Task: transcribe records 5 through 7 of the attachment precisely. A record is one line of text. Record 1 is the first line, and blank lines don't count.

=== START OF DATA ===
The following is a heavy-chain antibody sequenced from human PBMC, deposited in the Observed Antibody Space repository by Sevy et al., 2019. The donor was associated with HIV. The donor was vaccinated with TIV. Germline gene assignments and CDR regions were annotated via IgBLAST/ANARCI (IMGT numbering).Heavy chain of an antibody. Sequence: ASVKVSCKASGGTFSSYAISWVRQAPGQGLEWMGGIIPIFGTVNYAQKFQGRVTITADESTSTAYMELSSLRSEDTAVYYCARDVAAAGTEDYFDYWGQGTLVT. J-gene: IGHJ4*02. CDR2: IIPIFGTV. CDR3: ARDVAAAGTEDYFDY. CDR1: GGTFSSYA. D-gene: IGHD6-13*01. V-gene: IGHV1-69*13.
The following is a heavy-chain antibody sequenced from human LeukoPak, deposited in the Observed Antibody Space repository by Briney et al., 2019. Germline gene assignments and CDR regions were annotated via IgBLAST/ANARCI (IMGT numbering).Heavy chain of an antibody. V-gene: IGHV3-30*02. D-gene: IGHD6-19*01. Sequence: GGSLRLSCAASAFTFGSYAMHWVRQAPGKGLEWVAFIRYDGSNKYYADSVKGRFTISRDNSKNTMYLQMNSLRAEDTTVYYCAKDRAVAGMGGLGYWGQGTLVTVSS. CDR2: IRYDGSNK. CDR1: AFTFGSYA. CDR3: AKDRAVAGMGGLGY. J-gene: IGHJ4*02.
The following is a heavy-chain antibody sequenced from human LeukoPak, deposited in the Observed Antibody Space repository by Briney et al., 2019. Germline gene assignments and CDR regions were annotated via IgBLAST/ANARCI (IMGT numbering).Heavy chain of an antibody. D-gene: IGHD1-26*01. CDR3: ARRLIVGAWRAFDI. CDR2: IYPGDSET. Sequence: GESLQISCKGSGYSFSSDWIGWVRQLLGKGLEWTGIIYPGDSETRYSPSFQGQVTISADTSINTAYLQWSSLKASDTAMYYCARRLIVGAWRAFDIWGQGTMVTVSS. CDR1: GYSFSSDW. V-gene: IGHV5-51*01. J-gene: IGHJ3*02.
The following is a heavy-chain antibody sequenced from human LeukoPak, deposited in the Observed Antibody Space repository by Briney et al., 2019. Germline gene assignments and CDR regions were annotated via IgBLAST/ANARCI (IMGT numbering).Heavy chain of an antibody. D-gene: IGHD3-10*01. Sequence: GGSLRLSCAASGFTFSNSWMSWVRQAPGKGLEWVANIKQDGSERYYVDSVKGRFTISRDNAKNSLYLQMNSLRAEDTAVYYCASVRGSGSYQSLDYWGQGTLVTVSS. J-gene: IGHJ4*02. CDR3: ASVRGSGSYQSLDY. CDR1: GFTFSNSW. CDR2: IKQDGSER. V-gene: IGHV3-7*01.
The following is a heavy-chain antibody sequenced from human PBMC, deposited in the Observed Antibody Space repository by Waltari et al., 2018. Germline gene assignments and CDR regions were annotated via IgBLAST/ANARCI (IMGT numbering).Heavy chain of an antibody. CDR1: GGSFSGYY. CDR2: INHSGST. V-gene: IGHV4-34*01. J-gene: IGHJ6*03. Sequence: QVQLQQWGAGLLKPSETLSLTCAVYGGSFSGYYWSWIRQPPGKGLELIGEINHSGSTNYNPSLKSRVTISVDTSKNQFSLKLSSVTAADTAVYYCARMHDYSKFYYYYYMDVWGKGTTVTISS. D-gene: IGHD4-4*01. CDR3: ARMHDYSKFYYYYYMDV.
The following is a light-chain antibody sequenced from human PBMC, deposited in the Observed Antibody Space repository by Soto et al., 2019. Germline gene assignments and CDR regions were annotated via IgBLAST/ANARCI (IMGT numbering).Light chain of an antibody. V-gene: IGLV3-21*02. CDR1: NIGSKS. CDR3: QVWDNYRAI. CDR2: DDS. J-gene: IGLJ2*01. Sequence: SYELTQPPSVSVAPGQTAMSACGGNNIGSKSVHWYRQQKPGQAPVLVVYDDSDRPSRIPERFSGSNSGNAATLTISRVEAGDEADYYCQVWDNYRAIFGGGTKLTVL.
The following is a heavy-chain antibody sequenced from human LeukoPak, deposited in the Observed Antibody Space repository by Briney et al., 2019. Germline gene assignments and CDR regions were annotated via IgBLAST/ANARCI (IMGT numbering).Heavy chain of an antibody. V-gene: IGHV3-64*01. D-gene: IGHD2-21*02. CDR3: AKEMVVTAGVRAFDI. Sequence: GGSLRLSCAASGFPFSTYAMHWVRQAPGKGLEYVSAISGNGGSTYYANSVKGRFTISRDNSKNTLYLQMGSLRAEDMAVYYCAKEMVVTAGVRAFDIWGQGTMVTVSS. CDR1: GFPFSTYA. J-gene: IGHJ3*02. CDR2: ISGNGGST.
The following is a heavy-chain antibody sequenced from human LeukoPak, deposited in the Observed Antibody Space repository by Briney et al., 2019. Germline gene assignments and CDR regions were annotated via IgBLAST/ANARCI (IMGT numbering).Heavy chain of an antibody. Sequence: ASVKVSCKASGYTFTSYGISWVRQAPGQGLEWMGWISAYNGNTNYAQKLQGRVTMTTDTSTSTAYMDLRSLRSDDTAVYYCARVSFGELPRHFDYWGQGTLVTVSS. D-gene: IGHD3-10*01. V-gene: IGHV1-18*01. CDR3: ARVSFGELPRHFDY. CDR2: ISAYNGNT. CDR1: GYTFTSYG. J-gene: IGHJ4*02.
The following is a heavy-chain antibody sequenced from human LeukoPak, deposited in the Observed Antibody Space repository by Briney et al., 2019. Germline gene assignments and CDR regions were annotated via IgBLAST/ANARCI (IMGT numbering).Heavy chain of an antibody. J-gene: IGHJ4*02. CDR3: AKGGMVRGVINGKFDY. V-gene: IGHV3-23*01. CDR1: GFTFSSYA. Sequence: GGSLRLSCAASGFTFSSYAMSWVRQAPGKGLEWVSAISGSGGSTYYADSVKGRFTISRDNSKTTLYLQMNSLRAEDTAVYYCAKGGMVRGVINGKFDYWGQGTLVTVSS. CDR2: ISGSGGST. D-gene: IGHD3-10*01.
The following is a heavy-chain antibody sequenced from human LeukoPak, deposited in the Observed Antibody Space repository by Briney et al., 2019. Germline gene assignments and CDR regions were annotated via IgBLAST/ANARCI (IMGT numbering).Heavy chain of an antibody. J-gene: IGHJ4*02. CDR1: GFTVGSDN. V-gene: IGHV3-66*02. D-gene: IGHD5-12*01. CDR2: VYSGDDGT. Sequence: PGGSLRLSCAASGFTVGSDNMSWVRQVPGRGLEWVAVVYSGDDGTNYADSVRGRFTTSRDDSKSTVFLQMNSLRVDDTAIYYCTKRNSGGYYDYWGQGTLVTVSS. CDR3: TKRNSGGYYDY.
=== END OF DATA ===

The following is a heavy-chain antibody sequenced from human PBMC, deposited in the Observed Antibody Space repository by Waltari et al., 2018. Germline gene assignments and CDR regions were annotated via IgBLAST/ANARCI (IMGT numbering).Heavy chain of an antibody. CDR1: GGSFSGYY. CDR2: INHSGST. V-gene: IGHV4-34*01. J-gene: IGHJ6*03. Sequence: QVQLQQWGAGLLKPSETLSLTCAVYGGSFSGYYWSWIRQPPGKGLELIGEINHSGSTNYNPSLKSRVTISVDTSKNQFSLKLSSVTAADTAVYYCARMHDYSKFYYYYYMDVWGKGTTVTISS. D-gene: IGHD4-4*01. CDR3: ARMHDYSKFYYYYYMDV.
The following is a light-chain antibody sequenced from human PBMC, deposited in the Observed Antibody Space repository by Soto et al., 2019. Germline gene assignments and CDR regions were annotated via IgBLAST/ANARCI (IMGT numbering).Light chain of an antibody. V-gene: IGLV3-21*02. CDR1: NIGSKS. CDR3: QVWDNYRAI. CDR2: DDS. J-gene: IGLJ2*01. Sequence: SYELTQPPSVSVAPGQTAMSACGGNNIGSKSVHWYRQQKPGQAPVLVVYDDSDRPSRIPERFSGSNSGNAATLTISRVEAGDEADYYCQVWDNYRAIFGGGTKLTVL.
The following is a heavy-chain antibody sequenced from human LeukoPak, deposited in the Observed Antibody Space repository by Briney et al., 2019. Germline gene assignments and CDR regions were annotated via IgBLAST/ANARCI (IMGT numbering).Heavy chain of an antibody. V-gene: IGHV3-64*01. D-gene: IGHD2-21*02. CDR3: AKEMVVTAGVRAFDI. Sequence: GGSLRLSCAASGFPFSTYAMHWVRQAPGKGLEYVSAISGNGGSTYYANSVKGRFTISRDNSKNTLYLQMGSLRAEDMAVYYCAKEMVVTAGVRAFDIWGQGTMVTVSS. CDR1: GFPFSTYA. J-gene: IGHJ3*02. CDR2: ISGNGGST.